This virtual meeting is designed to familiarize attendees with current understanding of the etiology and treatment options for selected unmet cancer and treatment related symptoms, toxicities and CCDR challenges. It will also review the current and planned studies developed by the Wake Forest NCORP Research Base addressing these issues.
Join us on September 9-11 for the Addiction Research & Clinical Health (ARCH) Symposium - Making the Connection: Exploring the Intersectionality of Social Justice and Addiction Care. The ARCH Symposium is unique in that it brings together professionals and experts from several different fields—from physicians and public health experts to counselors and journalists—to take a broader look at addiction care and the many systems involved. Oftentimes, the topics of addiction and recovery focus solely on the individual and overlook the many systems that individuals interact with and how these systems can work with—but more often against—someone seeking care for their substance use.
The Northwest AHEC Practice Support Team is committed to promote understanding and improve the orientation of Social Determinants of Health (SDOH) for North Carolinians. In order to support these goals, we will share a publication on SDOH each month on our Practice Support Blog.
The social determinants of health, or the areas in which people are born, grow, work, and age, have a profound impact on health. This month we are highlighting the article Screening for Social Determinants of Health in Free and Charitable Clinics in North Carolina.
This publication summarizes findings by Wake Forest Baptist Health researchers Deepak Palakshappa, MD MSHP, Mark Scheerer, Charles Thomas Alexander Semelka, MD, and Kristie L. Foley, PhD. Utilizing a web-based survey, this research team examined free and charitable clinics level of participation in screening for Social Determinants of Health among their 80,000 uninsured and underinsured patient population. The article examines how they can address the needs of patients even more effectively.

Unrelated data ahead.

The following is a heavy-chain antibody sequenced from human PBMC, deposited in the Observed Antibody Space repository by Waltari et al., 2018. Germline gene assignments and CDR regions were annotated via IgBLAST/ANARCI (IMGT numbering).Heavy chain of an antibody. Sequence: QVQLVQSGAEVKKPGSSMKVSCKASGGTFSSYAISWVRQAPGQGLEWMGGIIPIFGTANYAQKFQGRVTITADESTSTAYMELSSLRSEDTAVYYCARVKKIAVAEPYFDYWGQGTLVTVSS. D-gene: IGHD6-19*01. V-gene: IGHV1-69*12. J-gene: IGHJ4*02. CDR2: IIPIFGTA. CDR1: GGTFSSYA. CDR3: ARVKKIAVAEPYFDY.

The article describes in detail the survey used to collect the data, how the responses were obtained and the final analysis of the data that was received. In addition to the methods of the study, the article details what the authors and researchers learned from the results. Although the results represent findings from a small sample of North Carolina free and charitable clinics, it’s findings reveal a microcosm of the barriers facing the healthcare system and how it can slowly but surely address the needs of all people.
Palakshappa D, Scheerer M, Semelka CT, Foley KL. Screening for Social Determinants of Health in Free and Charitable Clinics in North Carolina. J Health Care Poor Underserved. 2020;31(1):382-397. doi: 10.1353/hpu.2020.0029. PMID: 32037338. https://pubmed.ncbi.nlm.nih.gov/32037338/
Full text article - https://muse.jhu.edu/article/747795
The Northwest AHEC (NWAHEC) is partnering with researchers from Wake Forest School of Medicine to learn more about naloxone prescribing to conduct a research study. We are interested in your experiences about patient education regarding naloxone. Your participation is voluntary and refusal to participate will not result in any penalty or loss of benefit.
To participate in this study, you are asked to complete an anonymous online questionnaire. We anticipate that the questionnaire will take no longer than 10 minutes of your time. After completing the questionnaire, you will be given an opportunity to enter into a raffle drawing for one of four $250 Amazon gift cards. The raffle entry is optional.
If you are interested in participating, please access this link.